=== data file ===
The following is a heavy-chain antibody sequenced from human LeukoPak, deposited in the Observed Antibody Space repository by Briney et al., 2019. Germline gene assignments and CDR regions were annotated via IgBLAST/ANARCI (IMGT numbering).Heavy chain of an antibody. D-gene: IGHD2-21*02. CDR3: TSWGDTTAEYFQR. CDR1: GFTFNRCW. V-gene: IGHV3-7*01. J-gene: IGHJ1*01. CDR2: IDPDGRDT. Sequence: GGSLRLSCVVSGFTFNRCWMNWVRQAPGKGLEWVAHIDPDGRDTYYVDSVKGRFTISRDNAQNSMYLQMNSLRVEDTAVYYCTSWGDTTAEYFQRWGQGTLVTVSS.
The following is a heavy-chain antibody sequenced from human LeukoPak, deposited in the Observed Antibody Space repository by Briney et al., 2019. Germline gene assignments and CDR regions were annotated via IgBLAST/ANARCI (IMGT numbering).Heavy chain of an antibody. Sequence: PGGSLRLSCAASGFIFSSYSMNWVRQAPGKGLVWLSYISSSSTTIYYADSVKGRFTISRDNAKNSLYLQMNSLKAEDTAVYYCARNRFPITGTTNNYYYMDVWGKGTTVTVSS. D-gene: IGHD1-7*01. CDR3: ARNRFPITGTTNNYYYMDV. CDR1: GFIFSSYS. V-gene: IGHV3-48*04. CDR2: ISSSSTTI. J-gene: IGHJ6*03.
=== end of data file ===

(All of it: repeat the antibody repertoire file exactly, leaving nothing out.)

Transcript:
The following is a heavy-chain antibody sequenced from human LeukoPak, deposited in the Observed Antibody Space repository by Briney et al., 2019. Germline gene assignments and CDR regions were annotated via IgBLAST/ANARCI (IMGT numbering).Heavy chain of an antibody. D-gene: IGHD2-21*02. CDR3: TSWGDTTAEYFQR. CDR1: GFTFNRCW. V-gene: IGHV3-7*01. J-gene: IGHJ1*01. CDR2: IDPDGRDT. Sequence: GGSLRLSCVVSGFTFNRCWMNWVRQAPGKGLEWVAHIDPDGRDTYYVDSVKGRFTISRDNAQNSMYLQMNSLRVEDTAVYYCTSWGDTTAEYFQRWGQGTLVTVSS.
The following is a heavy-chain antibody sequenced from human LeukoPak, deposited in the Observed Antibody Space repository by Briney et al., 2019. Germline gene assignments and CDR regions were annotated via IgBLAST/ANARCI (IMGT numbering).Heavy chain of an antibody. Sequence: PGGSLRLSCAASGFIFSSYSMNWVRQAPGKGLVWLSYISSSSTTIYYADSVKGRFTISRDNAKNSLYLQMNSLKAEDTAVYYCARNRFPITGTTNNYYYMDVWGKGTTVTVSS. D-gene: IGHD1-7*01. CDR3: ARNRFPITGTTNNYYYMDV. CDR1: GFIFSSYS. V-gene: IGHV3-48*04. CDR2: ISSSSTTI. J-gene: IGHJ6*03.